But maybe it’s the halfway point, or it’s the rush that comes towards the ending. 

Last week, we knew that this would be the last of E.B.Jonathan,as one character exits the frame, there needs to be someone who should take up his place in the story. A gentle reminder that the murder of Charlie Dodson is still ver much open and honestly this episode does little to further the investigation. 

What it does instead is fastrack changes in character which comes off as a little too easy, all along Perry had been the washed up- what-hope-do-we-even have detective, frankly we were surprised with the turn in this episode, he even gets to be with his son- like a real dad and that probably instills into him a sense of responsibility. 

Meanwhile at the church, Sister Alice with her powers is able to bail out Emily Dodson and give her hope,the best part of the episode is the miracle work that she does in the congregation and the one of the show’s most engaging storylines is about whether Sister Alice is indeed a voice of God or not. The ambiguity still remains. 

The connecting tissue of the primary characters in the series has been Della Street, she is also in some ways the moral compass and now with E.Bs demise she looks for a north star to forward the case.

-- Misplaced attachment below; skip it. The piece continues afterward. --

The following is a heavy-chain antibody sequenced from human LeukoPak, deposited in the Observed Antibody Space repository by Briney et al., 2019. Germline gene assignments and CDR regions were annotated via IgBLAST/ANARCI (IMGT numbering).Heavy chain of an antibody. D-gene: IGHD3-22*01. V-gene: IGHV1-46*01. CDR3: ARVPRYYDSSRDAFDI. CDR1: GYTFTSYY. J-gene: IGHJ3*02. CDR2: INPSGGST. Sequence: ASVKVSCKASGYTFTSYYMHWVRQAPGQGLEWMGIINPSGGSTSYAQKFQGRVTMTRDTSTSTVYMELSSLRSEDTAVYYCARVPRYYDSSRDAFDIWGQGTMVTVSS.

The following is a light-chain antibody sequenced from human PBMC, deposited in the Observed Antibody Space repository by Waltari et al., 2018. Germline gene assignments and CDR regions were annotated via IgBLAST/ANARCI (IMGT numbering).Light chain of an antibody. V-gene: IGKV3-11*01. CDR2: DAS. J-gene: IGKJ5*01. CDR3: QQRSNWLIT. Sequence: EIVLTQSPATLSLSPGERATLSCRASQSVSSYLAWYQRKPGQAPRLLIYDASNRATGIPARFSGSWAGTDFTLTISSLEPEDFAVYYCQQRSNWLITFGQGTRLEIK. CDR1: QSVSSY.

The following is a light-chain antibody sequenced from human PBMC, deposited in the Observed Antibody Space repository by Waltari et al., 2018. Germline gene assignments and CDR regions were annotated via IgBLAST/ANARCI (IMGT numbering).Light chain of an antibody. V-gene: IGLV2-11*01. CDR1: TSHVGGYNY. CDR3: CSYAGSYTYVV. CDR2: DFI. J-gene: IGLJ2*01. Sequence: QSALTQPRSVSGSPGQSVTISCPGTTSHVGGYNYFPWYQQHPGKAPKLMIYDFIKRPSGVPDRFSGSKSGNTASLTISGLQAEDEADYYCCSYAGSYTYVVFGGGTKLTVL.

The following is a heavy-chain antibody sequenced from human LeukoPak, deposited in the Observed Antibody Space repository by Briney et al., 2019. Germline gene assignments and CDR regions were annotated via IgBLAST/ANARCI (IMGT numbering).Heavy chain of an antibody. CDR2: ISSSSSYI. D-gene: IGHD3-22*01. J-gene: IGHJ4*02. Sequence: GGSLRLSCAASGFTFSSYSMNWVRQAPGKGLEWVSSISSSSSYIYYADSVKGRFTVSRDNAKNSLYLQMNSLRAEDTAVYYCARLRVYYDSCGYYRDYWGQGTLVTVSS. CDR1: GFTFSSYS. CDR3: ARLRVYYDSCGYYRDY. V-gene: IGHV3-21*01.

And that brings me to the opening drama quote, we all know that she is searching for butter when she has Krishna at hand. 

Slightly disappointing but, let’s get through this.

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TV

Mondays with Mason: Chapter Four

“Why do you do this, papi?”

Some time in between things, Perry Mason’s occasional love interest asks him, it’s after he has been beaten into a ball inside a telephone booth, a vestige from an earlier case. 

While the life of the detective is one that seems to be exciting, it is not impressed upon about how much physically demanding the role is, basically next to the level of taking blows like a boxer on the backfoot; and with the detective it’s not just the physical blows but mental ones too, those begin to strike when the detectives hit the wall in a case. 

If you are not used to daily failure, then no point being a detective, guess that’s why writers love the detective novel, it’s similar to their daily drudgery of having to come up with words with much difficulty, and most of it won’t make the final print and most of most of what makes print, won’t be read at all. But then there’s always the law of averages and they crack the case. 

A break. 

Not in this episode though, which delves deep into failure, we are still giving the spotlight, not to Perry and his work partner (a most wonderful Shia Wingham, whose presence I had failed to devote even a few words to in preceding episodes) who are logically pursuing with what they have (a dead body with a broken mouth), but whatever they might come up with, might not be enough. 

This time the system is coming at them with the biggest hammer possible, last time it was just cutting our heroes out of business, but now it could be reputation or in fact, even careers. 

Oh I’m beginning to love the series, which understands what it really wants to be, a show that breathes life into characters who have appeared in multiple plot focussed novels and the iconic TV shows. It doesn’t want to be more of the same, but this is not a whimsical decision, but one that’s been carefully worked out in writing.